At least five years before a project license expires, a project owner files a notice with FERC stating the intent to seek a new license. The utility prepares a package of information on current project operations and future relicensing plans, which serves as a starting point for consultations and meetings with state and federal resource agencies, tribes, conservation groups and members of the public, to identify the actions needed to protect fish and wildlife and provide recreation enhancements.
Once additional information needs have been agreed upon, the licensee conducts studies that will produce data to be used in the licensee's application, and ultimately influence FERC's decisions for license conditions. These new license conditions will govern project operations and provide protection and mitigation measures for environmental and recreational resources for at least the next 30 years.
FERC employs three processes for relicensing hydropower projects: 1) the Traditional Process; 2) Alternative Licensing Process; 3) the Integrated Licensing Process. A fourth process known as the Hybrid process has been used by utilities but is recognized by FERC as the Traditional Process with enhanced communication. Starting in July 23, 2005 all utilities will be required to use the FERC's new Integrated Licensing Procedures. In some relicense proceedings the process evolves into a Settlement Proceeding. There are a variety of sources to learn more about the hydropower relicensing process. The FERC released a Hydropower Licensing Handbook in April 2004. The FERC also provides flow chart diagrams for licensing procedures and other FERC regulatory processes. The National Hydropower Association Relicensing Handbook provides useful insights on hydropower licensing procedures from a trade organization perspective. The Hydropower Reform Coalition recently published a Citizen Toolkit for Effective Participation in the Hydropower Relicensing Process that provides an overview of relicensing and helpful strategies.
The following descriptions of the three FERC Licensing Procedures is adapted from a paper titled, Will the Integrated Licensing Process Foster Ecological Sustainability?, presented December 4-5, 2003, Charlottesville, Virginia by Richard Roos-Collins, email@example.com.
The Traditional Licensing Process (18 CFR §§ 4.34, 4.38 and Part 16) has been in place in its current form since 1985, and in some form since the enactment of the Federal Power Act Part I in 1935. It relies on a procedural format whereby participants respond via formal comments to FERC notices. In this procedural format the licensee proposes a document (such as a study plan) and other stakeholders comment. It requires in-person consultation at specified stages. In its minimal form, it is like litigation, where the general strategy is to win the paper war in the eyes of the judge - the FERC.
Under the Alternative Licensing Process adopted in 1997 (18 CFR § 4.34(i)), the licensee commits to work collaboratively with stakeholders to develop and implement a study plan, and to negotiate a settlement that will become the basis for the license applications. While the statutory steps occur in the statutory sequence, the ALP creates substantial incentives for the stakeholders to collaboratively resolve their disputes about the study plan, and more importantly, the conditions of a new license. It thus tends to reduce the process costs of relicensing.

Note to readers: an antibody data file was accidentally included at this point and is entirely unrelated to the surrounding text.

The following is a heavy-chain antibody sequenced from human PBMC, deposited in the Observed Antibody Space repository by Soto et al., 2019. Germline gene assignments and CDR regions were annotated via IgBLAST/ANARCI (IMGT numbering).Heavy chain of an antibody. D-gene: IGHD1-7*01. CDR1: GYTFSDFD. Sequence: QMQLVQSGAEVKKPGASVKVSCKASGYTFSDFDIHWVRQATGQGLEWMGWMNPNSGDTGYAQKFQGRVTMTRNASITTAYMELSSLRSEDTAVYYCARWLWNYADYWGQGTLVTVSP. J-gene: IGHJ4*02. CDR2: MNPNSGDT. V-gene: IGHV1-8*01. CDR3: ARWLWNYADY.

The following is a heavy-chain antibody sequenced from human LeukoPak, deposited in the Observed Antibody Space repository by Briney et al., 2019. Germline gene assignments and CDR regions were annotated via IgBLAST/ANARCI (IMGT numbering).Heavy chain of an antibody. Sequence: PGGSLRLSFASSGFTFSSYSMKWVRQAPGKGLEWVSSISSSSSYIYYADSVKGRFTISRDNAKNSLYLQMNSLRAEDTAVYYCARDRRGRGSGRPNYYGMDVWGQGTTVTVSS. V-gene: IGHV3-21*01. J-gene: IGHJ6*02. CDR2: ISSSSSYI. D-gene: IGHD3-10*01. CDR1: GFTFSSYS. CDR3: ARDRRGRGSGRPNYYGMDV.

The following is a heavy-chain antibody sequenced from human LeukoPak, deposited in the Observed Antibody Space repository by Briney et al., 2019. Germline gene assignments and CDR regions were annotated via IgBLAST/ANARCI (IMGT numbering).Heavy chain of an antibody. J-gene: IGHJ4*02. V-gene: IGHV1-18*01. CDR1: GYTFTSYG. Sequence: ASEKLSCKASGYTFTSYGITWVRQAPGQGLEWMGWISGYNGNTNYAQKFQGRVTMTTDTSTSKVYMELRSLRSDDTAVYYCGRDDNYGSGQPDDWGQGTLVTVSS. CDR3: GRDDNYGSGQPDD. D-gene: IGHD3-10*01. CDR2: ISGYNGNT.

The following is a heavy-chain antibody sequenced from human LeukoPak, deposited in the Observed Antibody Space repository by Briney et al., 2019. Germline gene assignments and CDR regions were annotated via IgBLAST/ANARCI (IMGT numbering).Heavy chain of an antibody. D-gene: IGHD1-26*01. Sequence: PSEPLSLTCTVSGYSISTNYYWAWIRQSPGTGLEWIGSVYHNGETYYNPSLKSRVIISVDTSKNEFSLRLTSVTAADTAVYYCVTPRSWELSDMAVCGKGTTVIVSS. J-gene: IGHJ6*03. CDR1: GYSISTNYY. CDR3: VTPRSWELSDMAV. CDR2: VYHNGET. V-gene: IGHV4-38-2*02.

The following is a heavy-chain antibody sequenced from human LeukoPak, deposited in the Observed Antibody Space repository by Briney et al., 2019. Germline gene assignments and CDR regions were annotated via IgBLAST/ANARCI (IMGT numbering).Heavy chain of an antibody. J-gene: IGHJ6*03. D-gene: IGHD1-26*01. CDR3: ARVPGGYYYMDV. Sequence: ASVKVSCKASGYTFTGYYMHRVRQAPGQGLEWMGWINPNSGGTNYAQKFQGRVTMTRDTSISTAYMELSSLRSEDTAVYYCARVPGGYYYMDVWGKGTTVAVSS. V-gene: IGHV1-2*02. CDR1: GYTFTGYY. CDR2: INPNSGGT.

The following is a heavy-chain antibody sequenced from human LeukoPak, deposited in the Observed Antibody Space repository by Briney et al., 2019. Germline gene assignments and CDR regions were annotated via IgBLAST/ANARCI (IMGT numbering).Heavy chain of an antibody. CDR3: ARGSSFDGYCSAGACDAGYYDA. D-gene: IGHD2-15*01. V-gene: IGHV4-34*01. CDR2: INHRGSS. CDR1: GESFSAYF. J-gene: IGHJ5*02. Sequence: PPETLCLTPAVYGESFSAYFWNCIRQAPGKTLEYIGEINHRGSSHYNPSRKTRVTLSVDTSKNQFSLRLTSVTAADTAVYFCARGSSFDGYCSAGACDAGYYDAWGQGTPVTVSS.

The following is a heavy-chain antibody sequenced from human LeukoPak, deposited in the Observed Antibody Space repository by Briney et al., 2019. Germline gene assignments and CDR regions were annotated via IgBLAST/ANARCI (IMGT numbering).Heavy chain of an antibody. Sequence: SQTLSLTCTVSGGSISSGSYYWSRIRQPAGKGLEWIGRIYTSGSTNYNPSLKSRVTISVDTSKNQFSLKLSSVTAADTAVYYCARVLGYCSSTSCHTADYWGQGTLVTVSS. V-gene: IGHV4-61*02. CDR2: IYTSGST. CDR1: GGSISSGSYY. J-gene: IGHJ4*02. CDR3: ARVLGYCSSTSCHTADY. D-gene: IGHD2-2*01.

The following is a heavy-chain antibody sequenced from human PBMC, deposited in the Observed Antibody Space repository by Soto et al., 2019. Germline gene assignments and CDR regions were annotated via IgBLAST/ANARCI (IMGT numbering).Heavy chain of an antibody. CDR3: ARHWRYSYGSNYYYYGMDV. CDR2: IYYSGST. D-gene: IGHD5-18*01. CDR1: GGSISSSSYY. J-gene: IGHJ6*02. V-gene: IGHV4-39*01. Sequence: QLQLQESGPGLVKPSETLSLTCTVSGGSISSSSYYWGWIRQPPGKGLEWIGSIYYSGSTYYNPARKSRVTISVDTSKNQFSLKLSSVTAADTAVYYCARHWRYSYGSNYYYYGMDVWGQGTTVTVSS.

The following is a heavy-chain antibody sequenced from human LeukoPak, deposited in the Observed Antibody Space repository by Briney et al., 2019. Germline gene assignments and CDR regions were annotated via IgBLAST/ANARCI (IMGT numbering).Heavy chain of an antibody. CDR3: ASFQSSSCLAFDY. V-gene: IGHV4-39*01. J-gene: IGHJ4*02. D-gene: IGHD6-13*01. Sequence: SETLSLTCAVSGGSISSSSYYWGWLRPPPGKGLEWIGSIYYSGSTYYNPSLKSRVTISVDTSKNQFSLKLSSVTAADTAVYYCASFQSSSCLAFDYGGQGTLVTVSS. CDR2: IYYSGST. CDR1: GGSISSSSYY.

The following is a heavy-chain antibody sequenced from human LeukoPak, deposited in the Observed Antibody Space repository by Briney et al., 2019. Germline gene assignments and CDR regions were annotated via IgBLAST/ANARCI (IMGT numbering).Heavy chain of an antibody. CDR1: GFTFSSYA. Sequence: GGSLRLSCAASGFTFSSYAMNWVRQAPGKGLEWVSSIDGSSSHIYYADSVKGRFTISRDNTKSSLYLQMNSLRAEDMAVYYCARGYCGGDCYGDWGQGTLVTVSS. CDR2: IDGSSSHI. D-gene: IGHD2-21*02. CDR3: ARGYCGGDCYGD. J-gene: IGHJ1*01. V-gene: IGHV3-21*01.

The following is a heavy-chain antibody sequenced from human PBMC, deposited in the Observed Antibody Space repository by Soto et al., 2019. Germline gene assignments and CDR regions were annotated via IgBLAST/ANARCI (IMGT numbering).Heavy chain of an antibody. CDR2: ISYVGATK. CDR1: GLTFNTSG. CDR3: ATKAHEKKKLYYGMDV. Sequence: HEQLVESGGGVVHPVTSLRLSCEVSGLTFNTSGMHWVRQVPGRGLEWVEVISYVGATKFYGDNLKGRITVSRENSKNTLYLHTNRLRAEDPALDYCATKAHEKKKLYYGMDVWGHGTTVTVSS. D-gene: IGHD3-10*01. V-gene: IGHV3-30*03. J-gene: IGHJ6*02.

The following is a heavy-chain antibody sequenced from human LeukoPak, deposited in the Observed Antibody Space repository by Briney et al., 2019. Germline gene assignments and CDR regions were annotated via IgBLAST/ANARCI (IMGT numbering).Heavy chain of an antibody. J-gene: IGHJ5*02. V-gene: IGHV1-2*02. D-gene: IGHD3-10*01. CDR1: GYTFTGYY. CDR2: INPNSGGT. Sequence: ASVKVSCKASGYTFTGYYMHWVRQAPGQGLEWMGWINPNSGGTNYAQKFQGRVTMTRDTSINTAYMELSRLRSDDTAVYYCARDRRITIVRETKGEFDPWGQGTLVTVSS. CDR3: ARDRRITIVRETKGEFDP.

The FERC's intent in the ALP was to foster collaborative processes. In some proceedings Licensees have requested the ALP process but behaved in the traditional licensing fashion—adversarial with unilateral decision making authority. Because the FERC lacks a regulatory definition or means to measure collaboration there is no means for enforcement. American Whitewater recommends the following procedural method to avoid dysfunctional ALPs that lack collaboration.
The Licensee must specifically request use of the ALP procedure to the FERC. This request must be accompanied by a list of stakeholders supporting use of the ALP procedures along with a Communications Protocol developed collaboratively with the stakeholders. FERC regulations do not specify the contents of the Communications Protocol other than a list of the parties in support of the ALP.
American Whitewater recommends stakeholders insist the Licensee develop collaboratively the Communications Protocol in detail prior to submission to the FERC. The Communications Protocol is the only regulatory FERC step in the ALP allowing stakeholders to shape the collaborative procedures. Do not sign in support of the ALP until this step is taken. Encourage other stakeholders to withhold their support as well until the collaborative protocols are agreed upon. The Communications Protocol should clearly spell out procedural rules defining collaboration, decision making processes, dispute resolution procedures, technical work group and plenary structure, and timelines. Ultimately, this step in every stakeholders best interest including the Licensee since this is the initial building block for establishing trust. With trust comes a more efficient licensing process which in turn saves the Licensee money.